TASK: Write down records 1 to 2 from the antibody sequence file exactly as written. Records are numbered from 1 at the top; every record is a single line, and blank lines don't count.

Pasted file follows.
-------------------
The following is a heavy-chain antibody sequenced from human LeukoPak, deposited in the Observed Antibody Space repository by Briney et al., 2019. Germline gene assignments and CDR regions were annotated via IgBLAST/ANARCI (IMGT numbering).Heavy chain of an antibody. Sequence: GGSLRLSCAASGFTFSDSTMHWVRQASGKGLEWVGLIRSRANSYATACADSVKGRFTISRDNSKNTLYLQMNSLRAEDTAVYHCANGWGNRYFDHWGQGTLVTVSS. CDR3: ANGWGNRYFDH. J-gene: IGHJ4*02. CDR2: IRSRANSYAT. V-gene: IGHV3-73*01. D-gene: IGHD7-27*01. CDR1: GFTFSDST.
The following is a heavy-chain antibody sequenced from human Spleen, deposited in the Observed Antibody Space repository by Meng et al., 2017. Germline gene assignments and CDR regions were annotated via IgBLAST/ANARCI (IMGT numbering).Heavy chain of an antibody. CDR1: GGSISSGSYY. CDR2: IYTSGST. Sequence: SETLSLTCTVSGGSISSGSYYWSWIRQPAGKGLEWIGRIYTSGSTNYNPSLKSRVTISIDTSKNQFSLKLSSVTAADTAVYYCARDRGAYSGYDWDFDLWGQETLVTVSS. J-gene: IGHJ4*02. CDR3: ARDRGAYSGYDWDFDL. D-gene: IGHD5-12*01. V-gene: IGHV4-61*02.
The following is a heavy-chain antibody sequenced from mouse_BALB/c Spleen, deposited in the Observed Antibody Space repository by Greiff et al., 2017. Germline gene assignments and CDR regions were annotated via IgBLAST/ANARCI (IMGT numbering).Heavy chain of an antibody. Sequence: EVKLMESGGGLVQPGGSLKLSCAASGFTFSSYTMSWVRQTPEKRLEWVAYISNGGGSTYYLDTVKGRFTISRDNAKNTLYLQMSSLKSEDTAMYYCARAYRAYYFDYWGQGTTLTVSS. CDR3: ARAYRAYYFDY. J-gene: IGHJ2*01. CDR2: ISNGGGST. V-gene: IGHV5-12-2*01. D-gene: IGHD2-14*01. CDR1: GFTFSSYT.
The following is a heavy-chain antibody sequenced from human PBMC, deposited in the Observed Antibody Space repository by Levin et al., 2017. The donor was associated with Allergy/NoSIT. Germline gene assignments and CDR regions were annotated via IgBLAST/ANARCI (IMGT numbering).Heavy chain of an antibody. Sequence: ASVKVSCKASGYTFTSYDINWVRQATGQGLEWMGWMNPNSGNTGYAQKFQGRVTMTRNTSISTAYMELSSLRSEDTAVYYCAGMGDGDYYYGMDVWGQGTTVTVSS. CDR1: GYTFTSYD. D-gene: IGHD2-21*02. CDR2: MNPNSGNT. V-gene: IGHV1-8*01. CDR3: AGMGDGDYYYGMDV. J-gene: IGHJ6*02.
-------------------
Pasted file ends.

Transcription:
The following is a heavy-chain antibody sequenced from human LeukoPak, deposited in the Observed Antibody Space repository by Briney et al., 2019. Germline gene assignments and CDR regions were annotated via IgBLAST/ANARCI (IMGT numbering).Heavy chain of an antibody. Sequence: GGSLRLSCAASGFTFSDSTMHWVRQASGKGLEWVGLIRSRANSYATACADSVKGRFTISRDNSKNTLYLQMNSLRAEDTAVYHCANGWGNRYFDHWGQGTLVTVSS. CDR3: ANGWGNRYFDH. J-gene: IGHJ4*02. CDR2: IRSRANSYAT. V-gene: IGHV3-73*01. D-gene: IGHD7-27*01. CDR1: GFTFSDST.
The following is a heavy-chain antibody sequenced from human Spleen, deposited in the Observed Antibody Space repository by Meng et al., 2017. Germline gene assignments and CDR regions were annotated via IgBLAST/ANARCI (IMGT numbering).Heavy chain of an antibody. CDR1: GGSISSGSYY. CDR2: IYTSGST. Sequence: SETLSLTCTVSGGSISSGSYYWSWIRQPAGKGLEWIGRIYTSGSTNYNPSLKSRVTISIDTSKNQFSLKLSSVTAADTAVYYCARDRGAYSGYDWDFDLWGQETLVTVSS. J-gene: IGHJ4*02. CDR3: ARDRGAYSGYDWDFDL. D-gene: IGHD5-12*01. V-gene: IGHV4-61*02.